The gun went off at almost exactly 6 am. The race had a few thousand people, but they did a good job keeping the corral small so that we didn’t have to dodge around people once we were off the starting line. The first few miles were pretty chill, although I took them fast because I knew that miles 5-8 had a huge hill. I felt pretty comfortable averaging around an 8:30 mile on the rolling terrain and was surprised at how quick the miles were going by. I just kept telling myself that I am a lot faster than I think I am, and that seemed to work pretty well. I had a pretty good feeling by mile 4 that I was had a shot at a PR but I tried to hold myself back. I knew the hills in the race would eventually wear on me.
Mile 5 was the start of a pretty substantial hill. I knew it was coming, so I decided to play a little game with myself to pass the time. Each time I passed someone on the uphill, I gave myself a point and each time I was passed by a runner, I lost a point. So, I just started reeling people in. I’d get my eyes on a runner who looked kinda tired and just started creeping up on them. By the end of the uphill I had passed 22 people and had only been passed by 1 (that’s 21 points!!!). I managed to keep around a 9:00/mi pace. At the top of the hill I looked at my watch and was pretty amazed at how fast I had gone. I think I knew by this point that I was going to PR for sure.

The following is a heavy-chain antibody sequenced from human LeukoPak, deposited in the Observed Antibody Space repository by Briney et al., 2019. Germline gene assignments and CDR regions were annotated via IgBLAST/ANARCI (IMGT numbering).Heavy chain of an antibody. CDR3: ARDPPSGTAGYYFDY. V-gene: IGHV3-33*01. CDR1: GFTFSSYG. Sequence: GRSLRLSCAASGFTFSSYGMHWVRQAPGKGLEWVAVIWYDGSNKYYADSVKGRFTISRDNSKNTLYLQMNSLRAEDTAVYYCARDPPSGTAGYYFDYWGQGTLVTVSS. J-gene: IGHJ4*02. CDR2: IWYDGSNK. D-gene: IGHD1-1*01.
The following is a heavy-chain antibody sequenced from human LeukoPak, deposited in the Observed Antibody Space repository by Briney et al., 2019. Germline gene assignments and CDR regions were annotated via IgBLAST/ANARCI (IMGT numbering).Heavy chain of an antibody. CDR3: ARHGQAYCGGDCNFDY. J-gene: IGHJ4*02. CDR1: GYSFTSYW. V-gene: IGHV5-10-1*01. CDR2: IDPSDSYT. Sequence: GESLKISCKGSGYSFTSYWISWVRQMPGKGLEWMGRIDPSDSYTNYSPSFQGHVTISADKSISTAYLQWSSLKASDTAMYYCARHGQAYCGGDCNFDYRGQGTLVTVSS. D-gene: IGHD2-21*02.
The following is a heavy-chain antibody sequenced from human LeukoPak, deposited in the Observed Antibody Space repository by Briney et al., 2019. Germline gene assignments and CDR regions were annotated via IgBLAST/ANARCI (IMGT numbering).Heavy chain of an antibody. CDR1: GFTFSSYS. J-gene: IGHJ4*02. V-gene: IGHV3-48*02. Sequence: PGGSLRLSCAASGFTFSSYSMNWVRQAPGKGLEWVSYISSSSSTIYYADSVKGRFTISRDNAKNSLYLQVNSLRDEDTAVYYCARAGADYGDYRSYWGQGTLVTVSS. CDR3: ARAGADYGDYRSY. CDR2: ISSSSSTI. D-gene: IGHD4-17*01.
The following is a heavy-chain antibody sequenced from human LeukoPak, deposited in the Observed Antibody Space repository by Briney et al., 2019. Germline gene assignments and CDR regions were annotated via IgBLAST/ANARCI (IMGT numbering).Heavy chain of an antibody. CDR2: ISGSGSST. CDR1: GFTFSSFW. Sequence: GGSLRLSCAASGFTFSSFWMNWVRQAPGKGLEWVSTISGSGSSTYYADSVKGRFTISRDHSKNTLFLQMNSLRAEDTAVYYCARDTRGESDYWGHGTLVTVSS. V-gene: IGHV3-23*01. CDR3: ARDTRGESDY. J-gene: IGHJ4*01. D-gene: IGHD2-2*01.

At the top of the hill I could see the finish line and I knew that it was all downhill from here (ok… there were a few surprise hills, but nothing too terrible). I just coasted on down and even squeezed in a 7:34 minute mile in there. I figured that if I could keep an average of 8:00/mi, I would have a shot at getting under the 1:52:01 cutoff for the first wave at Chicago. I knew by this point that I was going to PR… but now I really wanted to be in that first wave. So, I pushed a little harder. The end of the race was close to a beautiful lake in the middle of Estes Park. As I got closer I started to hear the announcer call out names of people as they crossed the finish line. I kept pushing and eventually heard my name as I crossed. Frank was not even there because he wasn’t expecting me to finish for another 10 minutes.